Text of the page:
City of Rifle Employee Taylor Walters unloads carts full of food at the check out counter while helping to pick out food to fill meal kits.
Chelsea Self/Post Independent

Colorado and, specifically, the valleys in which we live are still dealing with the usual issues. Cost of living, lack of affordable housing, inflation, trying to put COVID-19 in our rearviews — this list goes on and on. Stewart anticipates these issues to drive more families to the pick-up line.

“If not this year, definitely next year,” Stewart said. “It’s not going to go down. Based on inflation, rising rates and all that stuff, that’s all going to affect people.”

Rifle Parks and Recreation Director Austin Rickstrew said the city maintains a close relationship with Garfield Re-2, and it too knows certain financial situations continue to affect student’s families. 

Combined with the Roaring Fork School District, this year alone the districts at one point during fall incurred about $65,000 in student meal debt.

“We’ve been talking to some of the people in middle school. There’s parents telling their kids not to buy school lunch and charge it when they don’t have money on their account because they can’t pay for it,” Rickstrew said. “We’re trying to help those families as well.”

Taylor said it’s also a good pick-me-up for families. The nice holiday meal, complete with all the makings for potato dishes and Brussels sprouts in addition to holiday ham, make it so the families can focus on buying other items: presents, household necessities.

But, the hardest thing right now is word of mouth, Parks and Recreation Program Manager Kendrick Robinson said. Without people nominating other people, the city can’t give away the full 120 meals. As of last week, the city had received 80 nominations.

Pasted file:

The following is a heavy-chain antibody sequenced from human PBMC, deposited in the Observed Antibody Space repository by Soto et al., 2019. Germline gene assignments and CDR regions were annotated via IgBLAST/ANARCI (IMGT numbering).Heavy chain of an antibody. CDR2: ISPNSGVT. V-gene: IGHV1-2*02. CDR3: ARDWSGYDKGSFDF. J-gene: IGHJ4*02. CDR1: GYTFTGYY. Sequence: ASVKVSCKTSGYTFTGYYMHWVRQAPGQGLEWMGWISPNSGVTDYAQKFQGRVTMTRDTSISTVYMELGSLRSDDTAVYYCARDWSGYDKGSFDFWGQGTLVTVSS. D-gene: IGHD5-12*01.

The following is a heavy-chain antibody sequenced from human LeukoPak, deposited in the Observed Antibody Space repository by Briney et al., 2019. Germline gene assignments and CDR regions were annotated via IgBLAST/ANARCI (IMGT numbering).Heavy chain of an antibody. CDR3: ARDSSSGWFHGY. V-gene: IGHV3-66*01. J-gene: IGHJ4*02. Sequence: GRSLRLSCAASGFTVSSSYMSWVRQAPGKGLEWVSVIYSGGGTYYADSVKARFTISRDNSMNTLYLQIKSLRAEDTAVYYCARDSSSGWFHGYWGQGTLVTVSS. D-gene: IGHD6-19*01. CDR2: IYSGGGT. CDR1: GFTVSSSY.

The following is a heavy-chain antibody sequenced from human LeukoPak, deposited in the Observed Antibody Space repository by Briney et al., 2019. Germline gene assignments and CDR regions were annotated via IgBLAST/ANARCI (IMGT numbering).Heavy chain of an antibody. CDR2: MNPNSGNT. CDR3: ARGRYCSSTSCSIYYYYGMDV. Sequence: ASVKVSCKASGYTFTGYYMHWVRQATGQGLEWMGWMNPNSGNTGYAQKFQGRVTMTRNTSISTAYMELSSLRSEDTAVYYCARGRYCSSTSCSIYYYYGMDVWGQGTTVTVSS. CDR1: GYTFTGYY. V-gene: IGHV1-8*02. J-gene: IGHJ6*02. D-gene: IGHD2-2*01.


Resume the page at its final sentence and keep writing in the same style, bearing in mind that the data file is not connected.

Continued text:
“That’s kind of the biggest thing we struggle with,” he said. “Because you just don’t want to disrespect anyone by saying, ‘Hey, I want to nominate you.’

“It’d be helpful if we could just talk to the community about it.” 

Taylor Walters, left, and her mother, Christy, smile during Glenwood Springs’ Rally in the Valley in September 2018.
Taylor Walters/Courtesy photo

Through her position with the city and the inherent legacy of her late mother, the city lauds Taylor for her immense caring, and her sponsorship canvassing skills are a huge reason why the meal kit service is what it is now.

The city’s aspiration to bolster events like this is a big reason why Shelter Insurance representative Tyler Davis is typically on board when they say they’re going to do something.

“That’s what I like about parks and rec — they always do these programs that have a potential to get bigger,” he said. “That’s why I sponsor them because it’s a good organization to get behind.

“They always have that forward-minded mindset that it’ll grow and help more people.”

When Christy was diagnosed with breast cancer, she decided to walk, jog and run more, Taylor said. Physical activity like this is good for personal health of course. But, in typical Christy fashion, she wasn’t just doing it for herself.

“She was a fighter every single day, and I didn’t realize this until the last few years, but she did everything for her family,” Taylor said. “She fought for us, not necessarily herself.

“That speaks a lot about her and what family means to her, and she’s a warrior.”

  • To nominate yourself or anyone in need in the community, the deadline has been extended to Dec. 16. Meals will be distributed Dec. 21. Nominations can be made by scanning the QR code on meal kit giveaway fliers around town or by visiting the Parks and Recreation website at
  • Nominations are completely anonymous, and residents from Parachute to New Castle are eligible to nominate. Each meal feeds between 5-7 people